The following meta-analysis does not consider statistics and it is not precise.   This meta-analysis is a narrative review of the literature on grandparent alienation for the purpose of summarizing the impacts of grandparent alienation on the grandparent.   The following points rely extensively on the doctoral dissertation of Carol Golly, PhD., (2019) (see References section).  Page numbers following quotations and paraphrasing apply to Golly (2019), unless otherwise cited.

1.  Research studies and memoirs describe a roller-coaster of grief symptoms after realization that their adult children and/or grandchildren were alienated from them.  initial responses included emotions of shock and anxiety, crying and disbelief.  These reactions were interspersed with emotions of anger, sadness, frustration, and disappointment; protest behaviors like trying to reestablish a connection; and preoccupation of thoughts with the alienation (Agllias,2013).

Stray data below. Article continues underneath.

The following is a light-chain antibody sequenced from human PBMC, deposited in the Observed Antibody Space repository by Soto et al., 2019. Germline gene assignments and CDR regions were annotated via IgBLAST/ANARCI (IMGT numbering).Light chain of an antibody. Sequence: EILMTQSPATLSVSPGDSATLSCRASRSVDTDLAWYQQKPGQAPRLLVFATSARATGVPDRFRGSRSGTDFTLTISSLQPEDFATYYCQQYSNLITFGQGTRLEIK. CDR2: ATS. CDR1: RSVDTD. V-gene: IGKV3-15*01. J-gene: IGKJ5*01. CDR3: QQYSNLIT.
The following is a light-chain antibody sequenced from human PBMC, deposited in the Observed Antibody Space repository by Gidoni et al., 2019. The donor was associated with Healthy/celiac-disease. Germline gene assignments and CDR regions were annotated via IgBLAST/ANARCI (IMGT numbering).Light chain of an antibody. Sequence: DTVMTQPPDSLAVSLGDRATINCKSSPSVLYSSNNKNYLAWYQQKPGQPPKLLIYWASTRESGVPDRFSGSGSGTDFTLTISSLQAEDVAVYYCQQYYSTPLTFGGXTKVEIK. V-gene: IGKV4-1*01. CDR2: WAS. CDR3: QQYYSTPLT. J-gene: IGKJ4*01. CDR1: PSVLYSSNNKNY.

2.  Sadness, depression, anger, and self- blame are all feelings that a parent may experience as a result of being alienated from a child (Goldberg & Goldberg, 2013). The latest research indicates that similarly, grandparents will suffer from the loss of contact with their grandchildren (Golly, 2019).

3.  "Kruk (1994) reported that grandparents who had lost contact with their grandchildren described reactions common to bereavement. The grandparents in Kruk’s study reported deep satisfaction and self-identity in the grandparent role, and enjoyed intense and intimate connections to their grandchildren. When this was lost, one-third of the grandparents reported newly diagnosed physical health problems, and one-half experienced emotional difficulties of profound sadness and sense of loss. Grandparents’ experiences of profound grief and loss included fear of never seeing their grandchildren again; worry about the safety and well-being of grandchildren; and sadness at being shut out of family gatherings and events and at not being able to pass on family history and traditions" (p. 18).